Indiana DOC uses software to reduce prison assaults
IDOC implemented the predictive analytic tech following a series of severe assaults on staff
By Julia Edinger
INDIANAPOLIS, Ind. —The Indiana Department of Correction (IDOC) has addressed an ongoing issue of physical assaults within the facilities by implementing predictive analytics software.
In order to safeguard staff of correctional facilities, IDOC leadership decided to implement predictive analytic technology by SAS following a series of severe assaults on staff members in the state's correctional facilities, said Sarah Schelle, IDOC's executive director of data science and analytics.
"That was really what led us down this path: trying to actively and proactively intervene in these types of scenarios," she said.
Since implementing the technology across IDOC's 18 facilities, staff assaults and inmate-on-inmate assaults have both dropped significantly: 50% and 20%, respectively.
Furthermore, since revising their model in October 2020, Schelle noted an additional 12% reduction in overall assaults.
She added that the new model incorporated much of the information from the previous one but includes a greater focus on housing assignment.
As justice-involved populations director at SAS, Mary Beth Carroll, explained, the use of predictive analytics allows a facility to look at the variables within a set of data that may directly impact a person's behavior.
These variables could include whether inmates are receiving mental health services, taking medication or have had a recent change in employment. Other variables can be added as needed to include any piece of data in IDOC's data system.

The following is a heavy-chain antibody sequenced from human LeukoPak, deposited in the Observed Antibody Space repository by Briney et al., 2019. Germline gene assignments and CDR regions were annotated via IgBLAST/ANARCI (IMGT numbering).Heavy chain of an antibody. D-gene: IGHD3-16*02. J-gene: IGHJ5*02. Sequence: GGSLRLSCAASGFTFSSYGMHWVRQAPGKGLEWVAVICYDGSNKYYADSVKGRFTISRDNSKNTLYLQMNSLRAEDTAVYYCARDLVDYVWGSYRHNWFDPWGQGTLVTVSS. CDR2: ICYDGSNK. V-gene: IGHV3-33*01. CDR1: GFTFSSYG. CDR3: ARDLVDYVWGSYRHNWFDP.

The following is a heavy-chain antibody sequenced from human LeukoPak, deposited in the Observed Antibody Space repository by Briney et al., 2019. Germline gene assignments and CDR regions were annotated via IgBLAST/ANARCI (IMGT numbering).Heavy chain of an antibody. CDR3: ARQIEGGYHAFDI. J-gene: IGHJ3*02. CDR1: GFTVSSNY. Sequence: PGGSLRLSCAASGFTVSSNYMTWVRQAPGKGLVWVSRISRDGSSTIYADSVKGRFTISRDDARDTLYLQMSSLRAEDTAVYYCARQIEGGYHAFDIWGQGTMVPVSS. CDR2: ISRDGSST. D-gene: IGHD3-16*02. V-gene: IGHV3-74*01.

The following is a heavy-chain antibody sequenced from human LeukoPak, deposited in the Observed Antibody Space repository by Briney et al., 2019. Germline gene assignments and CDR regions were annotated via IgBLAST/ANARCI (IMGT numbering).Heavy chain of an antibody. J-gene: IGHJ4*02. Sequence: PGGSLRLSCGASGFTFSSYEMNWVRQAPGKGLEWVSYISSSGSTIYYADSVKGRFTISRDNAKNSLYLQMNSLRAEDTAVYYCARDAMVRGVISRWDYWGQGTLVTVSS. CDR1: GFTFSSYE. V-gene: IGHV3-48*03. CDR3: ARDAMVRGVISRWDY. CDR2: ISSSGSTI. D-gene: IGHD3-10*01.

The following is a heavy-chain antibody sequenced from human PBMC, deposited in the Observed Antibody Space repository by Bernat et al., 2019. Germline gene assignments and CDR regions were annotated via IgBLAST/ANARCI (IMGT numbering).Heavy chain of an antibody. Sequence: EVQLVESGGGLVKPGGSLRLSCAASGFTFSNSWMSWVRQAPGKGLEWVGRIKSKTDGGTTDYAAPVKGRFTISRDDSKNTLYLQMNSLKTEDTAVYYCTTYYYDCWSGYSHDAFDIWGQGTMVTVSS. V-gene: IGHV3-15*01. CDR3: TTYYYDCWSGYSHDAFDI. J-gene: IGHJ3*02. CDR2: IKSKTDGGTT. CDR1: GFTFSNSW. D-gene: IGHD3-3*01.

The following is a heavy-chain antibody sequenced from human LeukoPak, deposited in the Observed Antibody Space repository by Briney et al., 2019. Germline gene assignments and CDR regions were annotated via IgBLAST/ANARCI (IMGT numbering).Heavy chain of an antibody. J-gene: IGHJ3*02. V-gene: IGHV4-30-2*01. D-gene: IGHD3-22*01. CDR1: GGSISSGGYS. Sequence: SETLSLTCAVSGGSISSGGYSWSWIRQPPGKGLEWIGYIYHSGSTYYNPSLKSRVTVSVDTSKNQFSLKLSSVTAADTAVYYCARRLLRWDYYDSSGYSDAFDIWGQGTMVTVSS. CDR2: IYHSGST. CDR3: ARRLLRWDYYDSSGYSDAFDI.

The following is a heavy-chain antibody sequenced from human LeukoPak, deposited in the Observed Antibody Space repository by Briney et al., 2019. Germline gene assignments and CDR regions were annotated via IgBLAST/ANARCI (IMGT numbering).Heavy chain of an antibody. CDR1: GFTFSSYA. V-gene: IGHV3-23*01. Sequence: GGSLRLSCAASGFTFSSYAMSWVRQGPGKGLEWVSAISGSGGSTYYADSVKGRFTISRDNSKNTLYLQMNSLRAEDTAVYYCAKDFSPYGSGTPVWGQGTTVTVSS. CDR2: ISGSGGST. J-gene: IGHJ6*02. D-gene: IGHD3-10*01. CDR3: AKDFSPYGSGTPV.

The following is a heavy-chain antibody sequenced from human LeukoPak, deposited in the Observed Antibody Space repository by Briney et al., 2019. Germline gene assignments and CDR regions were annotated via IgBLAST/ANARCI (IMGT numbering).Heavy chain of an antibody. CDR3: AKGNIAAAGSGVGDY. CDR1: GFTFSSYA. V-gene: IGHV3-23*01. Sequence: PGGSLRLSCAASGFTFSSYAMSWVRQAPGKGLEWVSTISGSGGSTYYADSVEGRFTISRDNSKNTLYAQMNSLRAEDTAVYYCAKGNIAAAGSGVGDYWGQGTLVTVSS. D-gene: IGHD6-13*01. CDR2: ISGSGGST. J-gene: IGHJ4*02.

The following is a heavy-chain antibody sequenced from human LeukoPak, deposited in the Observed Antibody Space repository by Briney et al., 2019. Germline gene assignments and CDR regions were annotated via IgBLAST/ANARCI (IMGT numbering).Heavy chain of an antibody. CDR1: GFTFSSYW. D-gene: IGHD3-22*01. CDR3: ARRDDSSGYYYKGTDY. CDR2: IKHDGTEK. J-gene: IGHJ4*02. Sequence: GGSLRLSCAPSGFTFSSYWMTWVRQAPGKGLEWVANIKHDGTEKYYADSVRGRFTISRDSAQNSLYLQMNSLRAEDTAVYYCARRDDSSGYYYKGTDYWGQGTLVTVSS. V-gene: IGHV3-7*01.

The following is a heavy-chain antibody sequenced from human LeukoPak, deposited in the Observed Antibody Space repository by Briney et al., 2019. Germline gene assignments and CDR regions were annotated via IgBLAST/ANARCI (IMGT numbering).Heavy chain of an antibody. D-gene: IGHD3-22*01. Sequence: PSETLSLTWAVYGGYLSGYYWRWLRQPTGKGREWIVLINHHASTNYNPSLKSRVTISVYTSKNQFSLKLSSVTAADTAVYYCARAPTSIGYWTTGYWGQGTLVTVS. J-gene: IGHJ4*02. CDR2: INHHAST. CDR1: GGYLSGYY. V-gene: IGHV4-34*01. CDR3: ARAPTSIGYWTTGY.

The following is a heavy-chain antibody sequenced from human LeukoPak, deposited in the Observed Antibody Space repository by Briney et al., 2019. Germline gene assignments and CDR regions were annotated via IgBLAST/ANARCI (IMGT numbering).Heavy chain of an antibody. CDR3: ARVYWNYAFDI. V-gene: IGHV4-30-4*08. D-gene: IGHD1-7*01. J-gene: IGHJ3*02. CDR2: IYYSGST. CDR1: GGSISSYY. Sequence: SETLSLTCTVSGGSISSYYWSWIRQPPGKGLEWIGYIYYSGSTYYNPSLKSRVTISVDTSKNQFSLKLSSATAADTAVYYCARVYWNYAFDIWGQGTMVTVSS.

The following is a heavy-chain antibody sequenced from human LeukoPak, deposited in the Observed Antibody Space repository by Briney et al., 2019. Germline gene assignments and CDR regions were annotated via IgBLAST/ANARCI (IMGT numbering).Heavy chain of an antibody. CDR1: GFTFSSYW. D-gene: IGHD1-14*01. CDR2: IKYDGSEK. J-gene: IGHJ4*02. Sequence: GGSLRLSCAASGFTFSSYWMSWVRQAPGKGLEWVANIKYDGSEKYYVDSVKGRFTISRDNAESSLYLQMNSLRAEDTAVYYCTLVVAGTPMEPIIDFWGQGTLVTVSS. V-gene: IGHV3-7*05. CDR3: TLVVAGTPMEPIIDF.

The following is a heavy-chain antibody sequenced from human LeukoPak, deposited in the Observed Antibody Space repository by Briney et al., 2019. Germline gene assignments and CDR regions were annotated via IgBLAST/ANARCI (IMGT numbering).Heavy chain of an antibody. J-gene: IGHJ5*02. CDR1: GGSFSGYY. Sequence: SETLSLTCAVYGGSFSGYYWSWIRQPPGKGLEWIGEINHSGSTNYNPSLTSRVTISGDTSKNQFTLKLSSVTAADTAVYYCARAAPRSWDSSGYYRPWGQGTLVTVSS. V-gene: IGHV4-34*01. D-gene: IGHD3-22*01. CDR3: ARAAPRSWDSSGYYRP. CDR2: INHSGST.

Schelle explained that the information can be viewed through a dashboard, which will categorize people based on whether they are very high, high, moderate or low risk. The risk assessment information is color coded to simplify differentiation, she said, noting that the top 10 percent are considered to be very high risk.
Staff can look at this data for the entire population of a facility, within specific buildings or even with individuals.
The information in state systems can be siloed, Schelle said, but using analytics allows the data to inform staff, who can use the tool to acquire information that can help them make decisions when somebody is deemed to be at a high risk or very high risk. That could mean anything from changing somebody's housing to offering an ear.
"Sometimes people just need somebody to talk to and vent," Carroll explained, stating that being able to identify those at risk and provide that communication outlet can be a helpful intervention.
Cost savings have been another advantage of using predictive analytics in corrections facilities, Carroll said. Specifically, she said health-care costs and workers' compensation costs are reduced when inmates are not getting treatment for assaults.
Schelle explained that there have been an even greater reduction of staff assaults in what she referred to as "high-adopting facilities." Various facilities within the IDOC system may use predictive analytics in different ways. High-adopting facilities have more staff available to utilize the tool and review the information provided with a multidisciplinary panel to understand patterns or make more informed decisions.
When looking at making predictive models to address different operational needs, Schelle said it is important to use them specifically to predict what they are intended to predict — for example, she explained, a model for predicting violence should not be used for predicting contraband.
The model is rescored every week, Schelle said, and it can be changed to better suit the organization's needs.
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